Critical Concerns

Bloody Sunday Report Finally Completed

It took 12 years and cost £200 million but the report of the Bloody Sunday Inquiry chaired by Lord Saville  has finally been completed.  However the date for publication has not yet been announced – media reports suggest that the report will not be published until after the British General election, highlighting the continued potential political impact of an  event that has been described as a watershed in the history of the Troubles.

On 30 January 1972 – 13 people were killed by British soldiers at a peaceful protest against internment in Derry and a further 13 people were wounded (one of whom subsequently died of his injuries). A previous report by Lord Widgery conducted in the aftermath of the event was subject to huge critique and was characterised as a ‘whitewash’ on the basis of its investigations and overall conclusions – for example Widgery did not include any testimony from the injured who were still in hospital.

Even before Saville’s report has been published criticisms have been aired – not least concerning the time it has taken to complete the Inquiry and the costs incurred.  Sir Louis Blom-Cooper QC, who represented the Northern Ireland Civil Rights Association at the inquiry has criticised the overall approach adopted by Saville – arguing given the time lapse a  forensic examination of events is unlikely to yield much new information. Blom-Cooper has argued that Saville should have adopted a more global approach – taking the overall context into account, for example questioning why British troops were present in Derry in the first instance. When the  5,000 pages are published all of these debates are likely to resurface.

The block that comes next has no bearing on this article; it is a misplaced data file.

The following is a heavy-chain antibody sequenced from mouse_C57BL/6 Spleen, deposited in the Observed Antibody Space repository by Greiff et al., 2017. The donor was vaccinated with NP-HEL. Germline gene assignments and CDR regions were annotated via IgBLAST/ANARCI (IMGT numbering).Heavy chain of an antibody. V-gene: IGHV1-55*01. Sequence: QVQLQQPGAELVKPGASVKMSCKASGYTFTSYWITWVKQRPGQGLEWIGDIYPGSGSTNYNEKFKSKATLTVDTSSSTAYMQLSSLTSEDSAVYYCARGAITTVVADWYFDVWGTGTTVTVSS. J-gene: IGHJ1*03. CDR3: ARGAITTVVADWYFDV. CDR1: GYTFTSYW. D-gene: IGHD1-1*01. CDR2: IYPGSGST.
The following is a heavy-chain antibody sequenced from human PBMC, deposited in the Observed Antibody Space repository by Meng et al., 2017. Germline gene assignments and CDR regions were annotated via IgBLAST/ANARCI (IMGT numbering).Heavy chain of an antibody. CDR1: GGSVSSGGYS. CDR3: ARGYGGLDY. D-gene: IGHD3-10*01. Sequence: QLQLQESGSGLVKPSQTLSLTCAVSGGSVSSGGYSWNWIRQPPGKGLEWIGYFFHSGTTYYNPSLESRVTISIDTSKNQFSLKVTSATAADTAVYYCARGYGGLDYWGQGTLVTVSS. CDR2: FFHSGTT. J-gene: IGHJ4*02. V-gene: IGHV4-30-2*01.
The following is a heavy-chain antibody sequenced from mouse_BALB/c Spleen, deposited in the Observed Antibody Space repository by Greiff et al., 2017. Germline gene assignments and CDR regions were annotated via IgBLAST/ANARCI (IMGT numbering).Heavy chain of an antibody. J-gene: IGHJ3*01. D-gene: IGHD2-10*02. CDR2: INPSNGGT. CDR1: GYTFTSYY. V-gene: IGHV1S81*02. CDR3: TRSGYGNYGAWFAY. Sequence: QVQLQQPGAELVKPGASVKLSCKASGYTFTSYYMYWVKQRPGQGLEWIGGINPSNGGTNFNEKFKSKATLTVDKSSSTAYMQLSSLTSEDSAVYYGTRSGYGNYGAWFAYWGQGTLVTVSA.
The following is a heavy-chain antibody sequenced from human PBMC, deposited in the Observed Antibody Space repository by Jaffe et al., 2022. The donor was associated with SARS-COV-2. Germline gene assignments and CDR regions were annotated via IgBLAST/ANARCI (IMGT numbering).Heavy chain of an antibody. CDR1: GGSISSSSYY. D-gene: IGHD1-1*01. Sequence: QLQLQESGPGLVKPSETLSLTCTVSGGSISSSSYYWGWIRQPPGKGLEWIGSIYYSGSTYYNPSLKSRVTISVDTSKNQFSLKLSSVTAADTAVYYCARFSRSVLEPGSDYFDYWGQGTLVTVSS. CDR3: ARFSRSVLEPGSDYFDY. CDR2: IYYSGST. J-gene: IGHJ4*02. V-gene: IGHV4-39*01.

1 Comment

  1. Agnieszka Martynowicz

    12 years after the start of the Inquiry, and 38 years after the event, the families are yet again told to wait but not told for how long. It is a disgrace that after all they have endured, they are yet again treated in this way. What they are being told, according to today’s news (, is that it may be after the general elections and that when this day finally comes, they will have the report ‘a few hours’ before the publication to find out what it contains. I want Shaun Woodward to prove that he himself would be able to read 5,000 pages of text in a few hours. Unless he is able to do so, I don’t think he has any right to decide what way of publishing the report would be ‘fair and reasonable’.

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